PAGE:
A lead­ing light of the NYC drag and club scenes be­fore the show as well as a singing star whose par­ody of Gaga and Bey­oncé Tele­phone mu­sic video (co-star­ring Sherry Vine) caused a vi­ral sen­sa­tion, she’s busier than ever – tour­ing the world and be­ing trailed by cam­era crews for her Project Pep­per­mint doc­u­men­tary. The lat­ter prom­ises to re­veal the back­story of a woman who is Pep­per­mint in her drag life and Agnes Moore in pri­vate, but over her two decades as a per­former “sys­tem­i­cally dis­man­tled the iden­tity that I was given when I was born”.

Born and raised in Wilm­ing­ton, North Carolina, she muses: “I’d erased my­self sub­con­sciously. You can eas­ily find pic­tures and tapes of me as a drag queen and a woman, but not in any other form be­fore my tran­si­tion. I re­alised that I don’t want that part of my life to go miss­ing. You also get to see some of the is­sues that I’m in­volved in - ac­tivist is­sues, trans is­sues, and you see be­fore Drag Race I was just a stru“ling drag queen. I am wor­ried about be­ing so hon­est, but I’m ready for it.”

Mis­gen­der­ing is some­thing she’s had to con­tend with. “Day-to-day it’s less than I would ex­pect,” she’s pleased to re­port, “but I have dealt with dif­fer­ent forms of dis­crim­i­na­tion and it usu­ally comes as mi­cro-a“res­sion. It doesn’t feel good, but it never stops me from liv­ing. When I first tran­si­tioned, it felt cru­cial and hurt a lot. I’d bite and ar­gue and con­front them. As time moved on I got over it. If peo­ple sense you’re not se­cure in your gen­der iden­tity it gives them li­cense to pick at it.”

Does she think Drag Race does enough to rep­re­sent trans women? Not re­ally, no, since it’s through the lens of drag. “It’s not a show about trans folk or trans is­sues and it’s not nec­es­sar­ily sup­posed to ed­u­cate the community. It’s just the model they have. I don’t know if they’re plan­ning on changing it soon, but I would per­son­ally like to see all kinds of queens on the show - not only dif­fer­ent types of drag queens but dif­fer­ent types of peo­ple do­ing drag.”

With the mur­der rate of trans women of colour the high­est it’s ever been in the States, she’s cau­tious about mak­ing a cor­re­la­tion be­tween that and Don­ald Trump be­ing voted in, feeling it’s more to do with ig­no­rance and trans­pho­bia. “How­ever, I do think there’s peo­ple who are more in­volved with cer­tain ideals since he was elected,” she says, adding a pos­i­tive caveat: “It’s worth not­ing we’ve made great strides and I don’t be­lieve there’s any­thing they could throw at us which we couldn’t han­dle. We’ve been through so much be­fore and will do in the fu­ture, but it’s about how we get through it. We’ve been there when the law wasn’t on any of our sides and where al­lies or a sense of community didn’t ex­ist. I think we’re mov­ing in the right di­rec­tion.”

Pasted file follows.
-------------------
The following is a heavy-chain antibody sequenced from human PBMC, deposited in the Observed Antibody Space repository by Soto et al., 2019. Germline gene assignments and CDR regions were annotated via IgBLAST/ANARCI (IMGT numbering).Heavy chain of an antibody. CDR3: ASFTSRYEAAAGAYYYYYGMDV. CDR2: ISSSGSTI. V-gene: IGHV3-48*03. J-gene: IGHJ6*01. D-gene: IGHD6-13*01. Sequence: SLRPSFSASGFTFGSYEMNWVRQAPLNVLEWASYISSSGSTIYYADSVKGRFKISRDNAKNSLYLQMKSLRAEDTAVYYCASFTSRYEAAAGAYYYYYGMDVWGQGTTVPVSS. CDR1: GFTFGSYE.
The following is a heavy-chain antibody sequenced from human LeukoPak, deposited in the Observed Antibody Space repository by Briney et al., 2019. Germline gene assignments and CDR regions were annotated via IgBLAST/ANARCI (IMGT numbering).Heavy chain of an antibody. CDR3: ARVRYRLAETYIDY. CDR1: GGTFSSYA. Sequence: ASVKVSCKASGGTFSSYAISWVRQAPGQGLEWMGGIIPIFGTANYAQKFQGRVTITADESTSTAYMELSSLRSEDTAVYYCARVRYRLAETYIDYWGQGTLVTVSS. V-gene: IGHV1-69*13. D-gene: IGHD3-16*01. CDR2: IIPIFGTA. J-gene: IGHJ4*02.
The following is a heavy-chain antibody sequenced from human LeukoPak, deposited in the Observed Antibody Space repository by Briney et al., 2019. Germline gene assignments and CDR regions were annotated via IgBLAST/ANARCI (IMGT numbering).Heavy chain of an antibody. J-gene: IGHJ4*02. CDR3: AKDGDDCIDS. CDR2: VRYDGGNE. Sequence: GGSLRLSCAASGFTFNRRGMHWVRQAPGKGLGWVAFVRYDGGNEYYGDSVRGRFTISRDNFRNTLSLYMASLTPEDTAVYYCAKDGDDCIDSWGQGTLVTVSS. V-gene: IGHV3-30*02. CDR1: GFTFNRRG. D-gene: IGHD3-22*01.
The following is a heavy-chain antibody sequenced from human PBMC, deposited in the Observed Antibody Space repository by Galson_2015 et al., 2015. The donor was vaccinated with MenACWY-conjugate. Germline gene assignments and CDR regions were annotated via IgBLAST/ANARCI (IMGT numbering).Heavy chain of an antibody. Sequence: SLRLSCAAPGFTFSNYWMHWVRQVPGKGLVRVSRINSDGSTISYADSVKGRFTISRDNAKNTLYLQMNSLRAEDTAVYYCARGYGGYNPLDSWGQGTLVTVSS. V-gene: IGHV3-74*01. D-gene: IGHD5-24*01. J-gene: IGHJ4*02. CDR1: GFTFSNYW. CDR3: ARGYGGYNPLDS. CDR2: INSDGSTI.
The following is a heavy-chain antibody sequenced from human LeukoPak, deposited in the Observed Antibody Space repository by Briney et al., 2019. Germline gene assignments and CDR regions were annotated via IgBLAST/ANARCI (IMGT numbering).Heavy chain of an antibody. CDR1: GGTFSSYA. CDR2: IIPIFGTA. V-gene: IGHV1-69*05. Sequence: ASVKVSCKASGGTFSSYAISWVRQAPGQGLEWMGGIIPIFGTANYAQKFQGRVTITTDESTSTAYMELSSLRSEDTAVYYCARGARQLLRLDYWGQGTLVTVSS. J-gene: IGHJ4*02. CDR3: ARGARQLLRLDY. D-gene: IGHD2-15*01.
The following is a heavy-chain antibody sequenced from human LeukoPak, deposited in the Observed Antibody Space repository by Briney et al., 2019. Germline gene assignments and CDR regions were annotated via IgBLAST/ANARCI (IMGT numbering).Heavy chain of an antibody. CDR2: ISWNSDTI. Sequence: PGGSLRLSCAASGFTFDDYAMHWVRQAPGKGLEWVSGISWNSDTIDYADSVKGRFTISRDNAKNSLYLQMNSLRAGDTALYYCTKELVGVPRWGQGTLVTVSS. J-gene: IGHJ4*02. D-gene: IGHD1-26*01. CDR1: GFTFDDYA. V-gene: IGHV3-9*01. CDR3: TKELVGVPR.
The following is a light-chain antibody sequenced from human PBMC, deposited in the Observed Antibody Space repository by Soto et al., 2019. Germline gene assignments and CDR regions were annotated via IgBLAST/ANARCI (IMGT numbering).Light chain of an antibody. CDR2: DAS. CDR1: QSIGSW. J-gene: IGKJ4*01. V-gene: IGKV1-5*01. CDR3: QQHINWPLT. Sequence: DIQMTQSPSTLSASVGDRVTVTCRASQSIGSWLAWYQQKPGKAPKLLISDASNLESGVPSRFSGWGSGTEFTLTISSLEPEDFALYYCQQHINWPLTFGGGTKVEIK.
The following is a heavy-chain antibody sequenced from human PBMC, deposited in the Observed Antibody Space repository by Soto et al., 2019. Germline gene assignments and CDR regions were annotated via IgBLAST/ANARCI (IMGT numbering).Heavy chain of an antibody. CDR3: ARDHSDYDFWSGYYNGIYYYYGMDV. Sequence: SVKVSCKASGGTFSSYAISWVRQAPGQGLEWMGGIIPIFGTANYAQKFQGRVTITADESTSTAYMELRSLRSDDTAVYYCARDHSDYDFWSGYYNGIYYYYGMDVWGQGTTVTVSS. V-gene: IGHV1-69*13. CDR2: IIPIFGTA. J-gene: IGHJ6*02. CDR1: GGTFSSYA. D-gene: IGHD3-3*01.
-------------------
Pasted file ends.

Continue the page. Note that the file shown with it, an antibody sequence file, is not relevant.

Al­lies in high places in­clude Dan­ica Roem, the first ever trans state rep­re­sen­ta­tive, and An­drea Jenk­ins, the first African Amer­i­can trans woman to be elected to of­fice. Their ap­point­ments mark a sea change for Pep­per­mint, who as­serts: “We need law­mak­ers in our favour. Law­mak­ers must be di­verse as pos­si­ble from all races, gen­ders and sex­u­al­i­ties to re­flect the so­ci­eties they are rep­re­sent­ing. We’ve had a num­ber of law­mak­ers around the world step into the light who are queer and that’s fan­tas­tic and it feels es­sen­tial now.”

Her mes­sage to trans youths dis­cov­er­ing their truth is a pos­i­tive one. “Get­ting to where I am to­day once looked im­pos­si­ble so I know that their fu­ture will be even brighter. What­ever you’re go­ing through now can feel hor­ri­ble and con­fus­ing but it’s nec­es­sary to get to the next step. When you do even­tu­ally turn around and look at what’s be­hind you you’ll ac­knowl­edge it wasn’t as bad as you thought. Now is the time to be out and proud and have those con­ver­sa­tions with your fam­ily. I was faced with the op­tion to take the step of liv­ing out and fac­ing the neg­a­tiv­ity or avoid it all and mak­ing choices that weren’t me. The per­son and feel­ings you have in­side are al­ways right.”

Our his­tory-mak­ing cover star is happy to be a trail­blazer. “I don’t want to re­ject the sig­nif­i­cance of the con­tri­bu­tions I’ve made to change as I’ve been the first per­son to do a lot of things,” Pep­per­mint states. “I recog­nise the his­tor­i­cal sig­nif­i­cance of it and I’m ready to try and up­hold it in the best way I can. I want to blaze the bi“est trail I pos­si­bly can so that peo­ple who come af­ter me have it eas­ier.”

Newspapers in English

Newspapers from UK

© PressReader. All rights reserved.